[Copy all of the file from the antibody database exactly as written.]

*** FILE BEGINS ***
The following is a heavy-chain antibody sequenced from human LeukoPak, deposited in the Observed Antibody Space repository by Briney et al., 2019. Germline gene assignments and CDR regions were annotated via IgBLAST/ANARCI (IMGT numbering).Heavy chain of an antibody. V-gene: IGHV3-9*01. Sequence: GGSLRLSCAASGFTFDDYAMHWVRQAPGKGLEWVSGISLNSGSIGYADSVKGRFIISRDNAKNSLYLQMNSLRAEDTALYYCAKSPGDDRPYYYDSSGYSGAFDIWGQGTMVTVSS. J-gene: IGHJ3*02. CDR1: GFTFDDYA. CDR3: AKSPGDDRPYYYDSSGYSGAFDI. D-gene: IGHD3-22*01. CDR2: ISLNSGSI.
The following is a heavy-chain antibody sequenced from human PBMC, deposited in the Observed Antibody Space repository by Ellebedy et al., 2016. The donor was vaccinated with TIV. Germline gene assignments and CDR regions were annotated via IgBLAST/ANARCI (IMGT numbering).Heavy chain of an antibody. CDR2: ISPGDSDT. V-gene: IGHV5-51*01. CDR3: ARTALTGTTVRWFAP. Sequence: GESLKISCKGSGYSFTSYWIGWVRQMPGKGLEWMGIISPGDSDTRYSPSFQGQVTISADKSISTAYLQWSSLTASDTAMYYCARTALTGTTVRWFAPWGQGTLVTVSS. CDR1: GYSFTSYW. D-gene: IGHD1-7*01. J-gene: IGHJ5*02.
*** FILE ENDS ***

The following is a heavy-chain antibody sequenced from human LeukoPak, deposited in the Observed Antibody Space repository by Briney et al., 2019. Germline gene assignments and CDR regions were annotated via IgBLAST/ANARCI (IMGT numbering).Heavy chain of an antibody. V-gene: IGHV3-9*01. Sequence: GGSLRLSCAASGFTFDDYAMHWVRQAPGKGLEWVSGISLNSGSIGYADSVKGRFIISRDNAKNSLYLQMNSLRAEDTALYYCAKSPGDDRPYYYDSSGYSGAFDIWGQGTMVTVSS. J-gene: IGHJ3*02. CDR1: GFTFDDYA. CDR3: AKSPGDDRPYYYDSSGYSGAFDI. D-gene: IGHD3-22*01. CDR2: ISLNSGSI.
The following is a heavy-chain antibody sequenced from human PBMC, deposited in the Observed Antibody Space repository by Ellebedy et al., 2016. The donor was vaccinated with TIV. Germline gene assignments and CDR regions were annotated via IgBLAST/ANARCI (IMGT numbering).Heavy chain of an antibody. CDR2: ISPGDSDT. V-gene: IGHV5-51*01. CDR3: ARTALTGTTVRWFAP. Sequence: GESLKISCKGSGYSFTSYWIGWVRQMPGKGLEWMGIISPGDSDTRYSPSFQGQVTISADKSISTAYLQWSSLTASDTAMYYCARTALTGTTVRWFAPWGQGTLVTVSS. CDR1: GYSFTSYW. D-gene: IGHD1-7*01. J-gene: IGHJ5*02.